Since 2010, the UK has seen a larger fall in youth unemployment than Germany, France and Italy combined. Today’s employment figures show that the youth unemployment rate is down to a record low, with the number having nearly halved since 2010.
It seems the message is simple: it is better to grow up in Lichfield than, say, Limoges or Lyon—does my right hon. Friend agree? If youth unemployment has fallen by 50% since 2010, how will she maintain that?
My hon. Friend is absolutely right; I am sure it is nothing but fun growing up in Lichfield, with him as the local Member of Parliament. The reason we have such low youth unemployment is that we have expanded the number of apprenticeships, reformed employment to make it easier to take on staff, and reformed our welfare system to make sure that it always pays to go into work.
The evidence is that younger people are moving out of towns such as Wrexham, which I represent, and being dragged into the south-east of England and the south-east of Wales, because the opportunities for younger people in creative and dynamic industries are not being created in towns. What are the Government doing to address that?
I think it is good if young people have the opportunity to work and study across the country, and we should not say that people have to be kept in their place, as we often hear from the Labour party. By expanding broadband and roads and putting more money into infrastructure, we are making sure that every town in Britain can succeed.
We are seeing a growing number of young people taking up high-quality apprenticeships, which is fantastic news. We were able at the Budget to improve flexibility, so that it is easier for small and medium-sized enterprises and companies in the supply chain to take on apprentices.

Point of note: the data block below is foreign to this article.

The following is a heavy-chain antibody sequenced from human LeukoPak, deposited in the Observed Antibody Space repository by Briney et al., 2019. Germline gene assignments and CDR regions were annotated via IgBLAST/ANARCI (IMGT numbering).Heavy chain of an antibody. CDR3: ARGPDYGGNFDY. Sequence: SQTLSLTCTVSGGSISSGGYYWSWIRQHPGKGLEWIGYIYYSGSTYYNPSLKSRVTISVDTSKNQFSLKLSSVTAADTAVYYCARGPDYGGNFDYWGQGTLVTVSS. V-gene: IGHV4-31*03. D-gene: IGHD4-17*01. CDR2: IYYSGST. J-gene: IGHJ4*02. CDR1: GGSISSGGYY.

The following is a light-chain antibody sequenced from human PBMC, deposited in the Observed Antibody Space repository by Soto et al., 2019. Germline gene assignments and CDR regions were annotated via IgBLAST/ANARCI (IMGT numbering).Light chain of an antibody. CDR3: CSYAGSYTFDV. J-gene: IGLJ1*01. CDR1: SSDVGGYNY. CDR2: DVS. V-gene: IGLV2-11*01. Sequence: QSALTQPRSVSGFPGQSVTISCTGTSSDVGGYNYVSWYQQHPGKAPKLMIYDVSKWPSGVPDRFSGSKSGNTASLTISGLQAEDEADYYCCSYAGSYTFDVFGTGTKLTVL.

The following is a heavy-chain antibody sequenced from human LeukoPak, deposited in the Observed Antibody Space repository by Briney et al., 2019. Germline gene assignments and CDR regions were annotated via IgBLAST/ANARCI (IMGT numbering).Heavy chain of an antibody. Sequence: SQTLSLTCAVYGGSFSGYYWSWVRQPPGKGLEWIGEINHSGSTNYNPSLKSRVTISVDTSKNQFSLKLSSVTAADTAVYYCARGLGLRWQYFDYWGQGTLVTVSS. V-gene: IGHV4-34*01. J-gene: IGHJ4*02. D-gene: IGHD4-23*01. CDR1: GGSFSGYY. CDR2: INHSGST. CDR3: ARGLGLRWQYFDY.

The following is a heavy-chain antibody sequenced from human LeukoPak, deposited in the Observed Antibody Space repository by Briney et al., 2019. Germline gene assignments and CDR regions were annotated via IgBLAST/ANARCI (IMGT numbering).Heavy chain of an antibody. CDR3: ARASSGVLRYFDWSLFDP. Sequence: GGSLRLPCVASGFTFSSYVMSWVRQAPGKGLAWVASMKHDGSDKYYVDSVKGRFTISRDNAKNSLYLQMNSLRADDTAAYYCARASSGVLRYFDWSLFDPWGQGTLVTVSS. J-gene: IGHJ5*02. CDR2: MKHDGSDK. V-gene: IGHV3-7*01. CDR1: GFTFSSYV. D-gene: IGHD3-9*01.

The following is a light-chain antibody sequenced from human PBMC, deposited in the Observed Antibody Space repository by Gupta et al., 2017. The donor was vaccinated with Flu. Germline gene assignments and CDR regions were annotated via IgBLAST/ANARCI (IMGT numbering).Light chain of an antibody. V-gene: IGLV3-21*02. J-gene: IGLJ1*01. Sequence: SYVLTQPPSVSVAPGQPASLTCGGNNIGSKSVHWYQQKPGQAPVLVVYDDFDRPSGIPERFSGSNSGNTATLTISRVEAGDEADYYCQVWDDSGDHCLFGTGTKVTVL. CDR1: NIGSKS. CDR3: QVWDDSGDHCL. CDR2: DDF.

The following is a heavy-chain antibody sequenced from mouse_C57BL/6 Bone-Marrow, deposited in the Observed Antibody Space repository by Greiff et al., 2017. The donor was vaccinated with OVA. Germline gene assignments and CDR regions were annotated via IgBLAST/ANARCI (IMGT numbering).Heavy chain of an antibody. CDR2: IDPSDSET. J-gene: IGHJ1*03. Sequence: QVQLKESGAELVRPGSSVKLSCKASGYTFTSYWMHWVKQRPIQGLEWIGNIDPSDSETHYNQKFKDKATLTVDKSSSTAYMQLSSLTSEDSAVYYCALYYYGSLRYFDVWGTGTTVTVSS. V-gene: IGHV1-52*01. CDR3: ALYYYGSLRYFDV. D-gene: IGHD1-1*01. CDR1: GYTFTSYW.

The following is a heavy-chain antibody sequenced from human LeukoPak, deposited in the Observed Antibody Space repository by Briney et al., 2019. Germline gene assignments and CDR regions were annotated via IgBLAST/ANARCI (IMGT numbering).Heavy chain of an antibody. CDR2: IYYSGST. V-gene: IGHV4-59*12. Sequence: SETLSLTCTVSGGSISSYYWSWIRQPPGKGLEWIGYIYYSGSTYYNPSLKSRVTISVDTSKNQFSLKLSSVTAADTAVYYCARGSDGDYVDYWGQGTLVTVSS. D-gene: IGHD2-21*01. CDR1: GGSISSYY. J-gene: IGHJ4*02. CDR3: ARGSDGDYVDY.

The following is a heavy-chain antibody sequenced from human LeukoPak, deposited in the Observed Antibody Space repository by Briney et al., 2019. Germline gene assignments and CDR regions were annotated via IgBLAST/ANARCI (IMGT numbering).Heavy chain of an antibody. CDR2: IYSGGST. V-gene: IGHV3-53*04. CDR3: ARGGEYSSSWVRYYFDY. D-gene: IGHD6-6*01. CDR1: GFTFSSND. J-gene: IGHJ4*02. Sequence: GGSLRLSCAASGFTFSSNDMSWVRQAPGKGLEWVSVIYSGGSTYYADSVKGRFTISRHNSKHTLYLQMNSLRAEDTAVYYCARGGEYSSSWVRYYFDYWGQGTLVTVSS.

Young people are our future. Does my right hon. Friend agree with me that today’s Office for National Statistics figures showing that youth unemployment has fallen by 24,000 is a sign that this Conservative Government are delivering the jobs for young people that they need?
My hon. Friend is right. It is surprising that we have heard nothing from Labour Members about today’s fantastic employment figures and record wage growth—the highest we have seen for a decade. The reason is the policies that this Government have pursued. We have the second highest youth employment rate in the G7, and we have been one of the fastest improvers.
Youth unemployment in the United Kingdom is sitting at about 3% below the equivalent figure for the rest of the European Union. The Chief Secretary puts that down to sound management of the UK economy. By a very similar margin, youth unemployment in Scotland is consistently lower than the equivalent figure for the rest of the United Kingdom. Surely that must mean that young people in Scotland have a better chance of gainful employment under a Scottish National party Government than they would if Ruth Davidson were First Minister.
I celebrate when the UK economy is doing well and I celebrate when the Scottish economy is doing well. I was recently in Scotland meeting the Scottish Finance Minister and talking about measures to improve growth. What I think will be interesting is to see, in tomorrow’s Scottish budget, whether the Scottish Government match the tax cuts that we have made across the rest of the UK—or will Scottish taxpayers end up paying more?
The Resolution Foundation has found that millennials’ weekly earnings are less than those of the previous generation at the same age, which is unprecedented. That is due to more insecure and low-paid jobs, and less job mobility. As well as stronger workers’ rights, halting the decline in business investment would help, but that needs business confidence. Will the Chief Secretary tell me why her Government are listening only to the European Research Group, not to the voice of business when it says that we need a permanent customs union?
The hon. Lady obviously has not seen today’s wages figures, which show that real pay grew by 0.8%, and we are seeing more and more young people getting into work.